I appreciate everything the artist has to say here. That his work deserves some respect. That respect involves giving it space (as well as not stealing it). I like how concerned he is with my comfort. How he insists I listen all the way through. When was the last time I did that? He suggests that appreciating music is a communal endeavor (it used to be for me, and isn't any longer) without sounding like he's marketing.

Mind you, I didn't do any of these things. I listened to it in my car, amid traffic, actually, but in my current domestic arrangement, that's the most peaceful time I have. I also fail to see what is lost by using headphones. Most people don't possess hi-fi equipment sophisticated enough to outplay their iDevices anyway. And wouldn't using headphones add to the distraction-free listening experience he wants us to cultivate at first anyway? 

Still, though he created all that space and attention only to fill it with mediocre work, Gil is my new hero (having just supplanted John Roderick, who has done nothing to fall from my graces, and who is consistently smart about art-making) for demanding it in the first place.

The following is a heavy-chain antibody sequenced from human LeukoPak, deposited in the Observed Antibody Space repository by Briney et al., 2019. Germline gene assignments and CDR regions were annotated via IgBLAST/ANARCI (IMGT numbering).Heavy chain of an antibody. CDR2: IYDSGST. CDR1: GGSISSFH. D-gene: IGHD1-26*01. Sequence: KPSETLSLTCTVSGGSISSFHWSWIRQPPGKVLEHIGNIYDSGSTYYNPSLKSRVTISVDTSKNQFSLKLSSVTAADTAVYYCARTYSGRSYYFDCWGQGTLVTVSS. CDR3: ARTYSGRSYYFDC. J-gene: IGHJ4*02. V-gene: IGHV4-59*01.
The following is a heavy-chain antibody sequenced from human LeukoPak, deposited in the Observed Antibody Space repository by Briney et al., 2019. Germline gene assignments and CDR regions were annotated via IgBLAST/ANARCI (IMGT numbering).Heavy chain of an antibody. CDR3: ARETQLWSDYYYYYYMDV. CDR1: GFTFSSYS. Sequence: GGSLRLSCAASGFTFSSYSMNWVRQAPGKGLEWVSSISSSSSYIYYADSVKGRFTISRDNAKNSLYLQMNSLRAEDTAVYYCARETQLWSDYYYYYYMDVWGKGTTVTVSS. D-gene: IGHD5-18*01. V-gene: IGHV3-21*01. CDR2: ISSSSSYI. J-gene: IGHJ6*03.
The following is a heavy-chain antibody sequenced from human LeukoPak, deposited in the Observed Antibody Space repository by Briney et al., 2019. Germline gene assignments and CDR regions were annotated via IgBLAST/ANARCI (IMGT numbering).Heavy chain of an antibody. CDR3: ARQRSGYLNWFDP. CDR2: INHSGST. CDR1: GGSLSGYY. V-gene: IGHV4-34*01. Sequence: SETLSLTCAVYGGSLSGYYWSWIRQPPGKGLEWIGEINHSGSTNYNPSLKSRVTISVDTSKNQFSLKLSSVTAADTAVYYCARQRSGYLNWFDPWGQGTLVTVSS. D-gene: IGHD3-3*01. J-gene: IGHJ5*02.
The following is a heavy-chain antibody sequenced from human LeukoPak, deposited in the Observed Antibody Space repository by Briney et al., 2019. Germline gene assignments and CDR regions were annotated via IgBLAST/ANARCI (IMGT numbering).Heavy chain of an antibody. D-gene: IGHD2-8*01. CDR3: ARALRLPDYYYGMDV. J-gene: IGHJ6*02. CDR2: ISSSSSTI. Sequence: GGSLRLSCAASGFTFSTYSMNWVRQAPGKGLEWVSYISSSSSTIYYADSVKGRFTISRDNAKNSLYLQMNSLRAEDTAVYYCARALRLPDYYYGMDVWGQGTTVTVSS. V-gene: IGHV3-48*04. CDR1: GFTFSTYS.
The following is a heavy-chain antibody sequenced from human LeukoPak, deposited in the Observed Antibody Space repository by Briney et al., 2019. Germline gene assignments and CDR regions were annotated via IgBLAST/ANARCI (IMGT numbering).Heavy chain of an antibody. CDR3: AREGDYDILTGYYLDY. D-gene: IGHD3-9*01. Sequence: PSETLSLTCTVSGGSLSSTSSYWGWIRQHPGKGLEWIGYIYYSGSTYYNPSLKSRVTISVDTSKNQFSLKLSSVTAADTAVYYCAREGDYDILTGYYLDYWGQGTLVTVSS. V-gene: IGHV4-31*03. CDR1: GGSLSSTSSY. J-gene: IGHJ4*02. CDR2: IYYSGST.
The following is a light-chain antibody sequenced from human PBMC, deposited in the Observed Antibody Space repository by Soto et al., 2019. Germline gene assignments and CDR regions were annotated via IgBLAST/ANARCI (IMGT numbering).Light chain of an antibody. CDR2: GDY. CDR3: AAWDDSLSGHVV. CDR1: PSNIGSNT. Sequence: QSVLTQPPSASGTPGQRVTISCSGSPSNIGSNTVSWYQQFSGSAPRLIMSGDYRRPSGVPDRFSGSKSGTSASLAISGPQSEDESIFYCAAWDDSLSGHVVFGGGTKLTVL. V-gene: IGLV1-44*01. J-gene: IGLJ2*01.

Year in Music 2013

This was a pretty great year for music, as all serious critics seem to agree. Last year, I couldn't find anything to listen to apart from the heartbreaking Perfume Genius record and "Bloom" by Beach House, which I practically played out.

By contrast, this year I had a full list of favorites by halfway through. Some make appearances on many critics' year-end lists; others aren't mentioned anywhere, from what I can see. When I look back at 2013, from any vantage of later years, I'll remember it as the time I was listening to and loving these records:

Hummingbird
By Local Natives
Muchacho
By Phosphorescent
Modern Vampires of the City
By Vampire Weekend
Remedies Ahead
Very Fine Records

At least as much as any of these records, I loved a little release by an Icelandic band called Hynmalaya. They have no distribution deal in America, and haven't even bothered to set-up an Amazon page with a few of their CD's, but they're giving away the whole record (MP3) free on their website. It's quiet and beautiful music, with full string and horn sections that seem to know their place, as so few such sections do. And lyrically, it reminds me of the best book I read this year, which you should also seek out. 

Runners-up

  • Junip Self-Titled

  • The Love Language Ruby Red